Tutorial | Lightroom Adjustment Brush

by Ashley Spaulding

A lot of members have mentioned that you’d like to know how to use the Adjustment Brush tool in Lightroom, so I thought I’d put together a tutorial using skin smoothing and an eye pop as examples. I’ve used Lightroom 3 for this tutorial, but the same process can be used with the Adjustment Brush in Lightroom 2.  And keep in mind that there are many applications for this tool; I’m only using skin smoothing and an eye pop as examples of how to actually use the Adjustment Brush.

Okay, so let’s get started!

I’m going to be working with the following photo during this tutorial; this is the SOOC version:

Tutorial | Lightroom Adjustment Brush photo

The Adjustment Brush is an awesome tool that you can use to make local edits to photo qualities including exposure, brightness, saturation, contrast, and others. Prior to using the Adjustment Brush to make such local changes, I generally make the global changes I’m going to make to my photo. So, in this photo, I’ve already made the following adjustments:

  • fixed exposure
  • corrected white balance
  • used Spot Removal tool to get rid of stray hair and to get rid of large black area in bokeh
  • increased brightness, contrast, clarity, vibrance, and saturation
  • cropped

Tutorial | Lightroom Adjustment Brush photo

Now I’m ready to do some editing with the Adjustment Brush!

The two things I want to do with the Adjustment Brush here are: 1) even out my daughter’s skin a little bit, and 2) brighten her eyes just a touch.

To open the Adjustment Brush tool, you can either press the letter k or select it from the tool panel below your histogram. You can actually press k from anywhere in Lightroom, and it will pull up the Adjustment Brush in the Develop module, even if you’re in a different module at the time. You can also press k again to close the Adjustment Brush.

Tutorial | Lightroom Adjustment Brush photo

One of the first things I do whenever I open the Adjustment Brush is make sure that the Auto Mask option is checked. Auto masking attempts to sense the edges of whatever it is in your photo that you’re painting in order to help you paint only inside your intended area.

Tutorial | Lightroom Adjustment Brush photo

When you first open the Adjustment Brush, you’ll see a drop-down menu to the right of the word ‘Effect’ with a variety of qualities you can alter on your image. You can select one of those options or you can start adjusting the various sliders on your own; if you adjust more than one slider, the Effect option will change to ‘Custom.’

Tutorial | Lightroom Adjustment Brush photo

Let’s start with smoothing out the skin in this photo. To even out skin, I can simply adjust the Clarity slider or I can select either Clarity or Soften Skin from the drop-down Effects menu. With a little bit of tweaking, they all get me the result I’m after. Note, though, that if I select the Soften Skin option, the Clarity slider defaults to -100. I generally smooth skin in Lightroom by selecting the Soften Skin option; so, I select that option, and I’m ready to start painting.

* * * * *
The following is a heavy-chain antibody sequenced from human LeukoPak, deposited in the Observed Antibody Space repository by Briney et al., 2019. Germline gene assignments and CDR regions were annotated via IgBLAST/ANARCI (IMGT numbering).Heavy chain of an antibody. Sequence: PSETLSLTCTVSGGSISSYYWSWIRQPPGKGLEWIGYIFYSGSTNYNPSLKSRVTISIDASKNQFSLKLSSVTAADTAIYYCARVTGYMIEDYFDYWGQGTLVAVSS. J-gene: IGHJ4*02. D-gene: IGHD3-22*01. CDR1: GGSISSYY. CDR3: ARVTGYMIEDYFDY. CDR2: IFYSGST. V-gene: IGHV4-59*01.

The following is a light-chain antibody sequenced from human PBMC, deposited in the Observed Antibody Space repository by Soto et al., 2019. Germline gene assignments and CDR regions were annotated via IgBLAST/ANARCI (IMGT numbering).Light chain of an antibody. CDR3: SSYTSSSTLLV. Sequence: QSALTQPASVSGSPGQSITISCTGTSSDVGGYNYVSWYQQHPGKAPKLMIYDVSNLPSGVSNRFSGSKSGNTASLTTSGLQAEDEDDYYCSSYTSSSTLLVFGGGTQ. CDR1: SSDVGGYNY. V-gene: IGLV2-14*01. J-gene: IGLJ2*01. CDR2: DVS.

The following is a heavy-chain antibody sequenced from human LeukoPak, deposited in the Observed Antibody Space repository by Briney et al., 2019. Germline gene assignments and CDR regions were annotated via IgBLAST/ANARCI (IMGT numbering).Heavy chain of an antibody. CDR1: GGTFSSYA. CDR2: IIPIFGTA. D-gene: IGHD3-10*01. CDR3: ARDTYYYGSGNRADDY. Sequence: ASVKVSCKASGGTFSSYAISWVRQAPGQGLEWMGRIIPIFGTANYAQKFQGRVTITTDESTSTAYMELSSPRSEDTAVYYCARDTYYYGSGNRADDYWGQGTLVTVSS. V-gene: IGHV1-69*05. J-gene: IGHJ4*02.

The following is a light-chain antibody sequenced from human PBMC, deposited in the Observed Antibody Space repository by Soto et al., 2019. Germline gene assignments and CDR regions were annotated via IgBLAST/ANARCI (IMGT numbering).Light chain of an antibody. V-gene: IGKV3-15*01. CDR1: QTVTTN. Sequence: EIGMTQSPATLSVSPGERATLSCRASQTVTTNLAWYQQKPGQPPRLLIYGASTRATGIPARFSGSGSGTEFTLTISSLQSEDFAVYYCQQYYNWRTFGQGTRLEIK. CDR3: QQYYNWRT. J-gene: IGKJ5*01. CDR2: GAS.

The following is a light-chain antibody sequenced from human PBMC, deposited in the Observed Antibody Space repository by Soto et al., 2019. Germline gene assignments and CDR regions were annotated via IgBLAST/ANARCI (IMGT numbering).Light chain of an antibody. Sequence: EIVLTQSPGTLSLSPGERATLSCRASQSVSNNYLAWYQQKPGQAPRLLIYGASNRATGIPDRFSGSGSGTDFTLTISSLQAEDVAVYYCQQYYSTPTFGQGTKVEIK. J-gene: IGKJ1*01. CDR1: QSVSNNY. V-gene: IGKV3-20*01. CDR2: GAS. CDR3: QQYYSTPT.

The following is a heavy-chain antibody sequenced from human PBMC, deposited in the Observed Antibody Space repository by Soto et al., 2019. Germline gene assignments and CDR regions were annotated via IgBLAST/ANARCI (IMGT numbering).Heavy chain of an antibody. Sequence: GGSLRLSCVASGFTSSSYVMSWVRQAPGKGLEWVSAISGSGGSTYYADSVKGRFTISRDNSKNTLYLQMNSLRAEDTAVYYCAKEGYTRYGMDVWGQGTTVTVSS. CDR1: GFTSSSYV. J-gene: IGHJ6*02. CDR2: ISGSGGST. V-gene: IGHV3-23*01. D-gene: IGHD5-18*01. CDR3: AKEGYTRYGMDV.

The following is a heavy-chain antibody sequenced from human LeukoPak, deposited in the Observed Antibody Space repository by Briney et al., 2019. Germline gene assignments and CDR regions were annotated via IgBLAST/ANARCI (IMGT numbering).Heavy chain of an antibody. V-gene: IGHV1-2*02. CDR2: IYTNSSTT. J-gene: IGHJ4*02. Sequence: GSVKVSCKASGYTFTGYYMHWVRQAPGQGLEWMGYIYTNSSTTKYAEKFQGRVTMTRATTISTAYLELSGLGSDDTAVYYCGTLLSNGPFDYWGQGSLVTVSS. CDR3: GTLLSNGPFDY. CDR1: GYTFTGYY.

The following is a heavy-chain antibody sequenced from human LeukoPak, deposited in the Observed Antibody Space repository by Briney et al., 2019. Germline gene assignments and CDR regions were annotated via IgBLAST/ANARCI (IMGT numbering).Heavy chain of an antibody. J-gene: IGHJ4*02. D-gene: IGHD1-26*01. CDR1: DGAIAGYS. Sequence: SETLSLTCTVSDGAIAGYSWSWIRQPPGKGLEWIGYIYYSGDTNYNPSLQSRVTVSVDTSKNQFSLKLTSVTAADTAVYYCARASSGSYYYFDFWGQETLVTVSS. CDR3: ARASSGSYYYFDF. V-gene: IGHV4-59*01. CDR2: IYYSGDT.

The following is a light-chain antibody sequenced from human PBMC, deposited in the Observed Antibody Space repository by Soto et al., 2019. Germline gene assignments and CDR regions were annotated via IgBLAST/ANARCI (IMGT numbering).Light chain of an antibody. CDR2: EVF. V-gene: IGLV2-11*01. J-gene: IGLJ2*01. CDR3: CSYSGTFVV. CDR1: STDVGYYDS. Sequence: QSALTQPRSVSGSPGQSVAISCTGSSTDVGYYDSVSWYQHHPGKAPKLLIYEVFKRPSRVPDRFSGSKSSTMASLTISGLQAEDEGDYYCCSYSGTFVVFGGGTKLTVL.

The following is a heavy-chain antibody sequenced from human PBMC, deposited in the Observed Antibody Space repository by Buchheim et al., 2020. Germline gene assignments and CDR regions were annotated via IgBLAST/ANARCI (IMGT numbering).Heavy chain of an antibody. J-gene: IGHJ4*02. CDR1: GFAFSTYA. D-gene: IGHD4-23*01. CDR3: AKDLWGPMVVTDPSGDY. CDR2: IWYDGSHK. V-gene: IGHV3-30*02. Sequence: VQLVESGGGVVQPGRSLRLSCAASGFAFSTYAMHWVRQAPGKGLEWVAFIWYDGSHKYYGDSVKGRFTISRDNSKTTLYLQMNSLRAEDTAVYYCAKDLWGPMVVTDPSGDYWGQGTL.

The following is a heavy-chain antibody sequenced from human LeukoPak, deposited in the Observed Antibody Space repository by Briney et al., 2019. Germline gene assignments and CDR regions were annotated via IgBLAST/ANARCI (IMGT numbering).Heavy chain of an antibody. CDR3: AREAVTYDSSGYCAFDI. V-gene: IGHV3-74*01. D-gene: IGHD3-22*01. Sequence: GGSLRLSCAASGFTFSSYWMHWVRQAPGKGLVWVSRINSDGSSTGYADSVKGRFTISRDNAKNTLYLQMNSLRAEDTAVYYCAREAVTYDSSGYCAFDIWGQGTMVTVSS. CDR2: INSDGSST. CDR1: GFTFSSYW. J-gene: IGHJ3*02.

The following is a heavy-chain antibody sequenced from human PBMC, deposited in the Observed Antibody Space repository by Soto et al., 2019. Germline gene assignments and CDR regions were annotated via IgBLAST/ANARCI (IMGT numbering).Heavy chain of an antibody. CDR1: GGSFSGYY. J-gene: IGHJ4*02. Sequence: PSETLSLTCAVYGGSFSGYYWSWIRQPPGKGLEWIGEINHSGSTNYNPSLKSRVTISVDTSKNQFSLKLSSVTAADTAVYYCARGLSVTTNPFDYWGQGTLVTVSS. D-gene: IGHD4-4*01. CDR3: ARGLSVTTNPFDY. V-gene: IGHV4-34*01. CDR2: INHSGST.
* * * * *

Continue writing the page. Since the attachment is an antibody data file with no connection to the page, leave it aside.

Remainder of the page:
When you’re using the Adjustment Brush, you can move the sliders any way you want prior to painting, and then you can adjust them to your liking once you’ve finished painting your intended area, as long as your brush for that particular area is active.

When I move my cursor onto my image, my brush appears. I can adjust the size of my brush with the [ and ] keys; [ makes your brush smaller, and ] makes your brush bigger. You can also go down to the Brush panel and change the size of your brush with the slider.

I don’t want to use a huge brush when I’m painting over skin because I feel like it increases my chances of painting outside my intended area. And even though I have Auto Mask checked, it’s not foolproof; Lightroom doesn’t intuitively know what you’re attempting to paint if you’re using a brush so big that it’s making you paint all over your subject’s hair, clothes, and such. So, I opt for a relatively small brush. The + sign inside my brush indicates that I’m painting on an effect; a – sign is used when you’re erasing one.

I start painting by holding my left-click down and moving my brush around in a small, circular motion until the area I want to paint is covered. Depending on the quality you’re changing in your photo, you’ll start to see your image change as you paint. Once I feel like I’m done painting, I press the letter o to make sure I’ve covered everything I need to cover. This brings up a color overlay that shows where I’ve painted.

Tutorial | Lightroom Adjustment Brush photo

The overlay is a huge help in seeing where you need to paint more and where you may need to erase. My painting looks pretty good to me for the most part. The Auto Mask option has helped keep most of my brush strokes on her skin and not on her eyes, hair, and clothes. The one area that did get painted over that shouldn’t have is her lips, so I’m going to erase that.

I’m going to keep my overlay on while I’m erasing so that I can see exactly where I’ve erased. To erase brush strokes, go down to the Brush panel, and click Erase. You adjust the size of your eraser the same ways you adjust the size of your brush. I see the – sign in my brush, so I know I’m ready to start erasing around her lips. I choose a much smaller brush since it’s a very small area I need to erase, and I start moving my eraser around the same way I moved my brush around. With the overlay still on, I can see that my painting and erasing are just the way I want them now.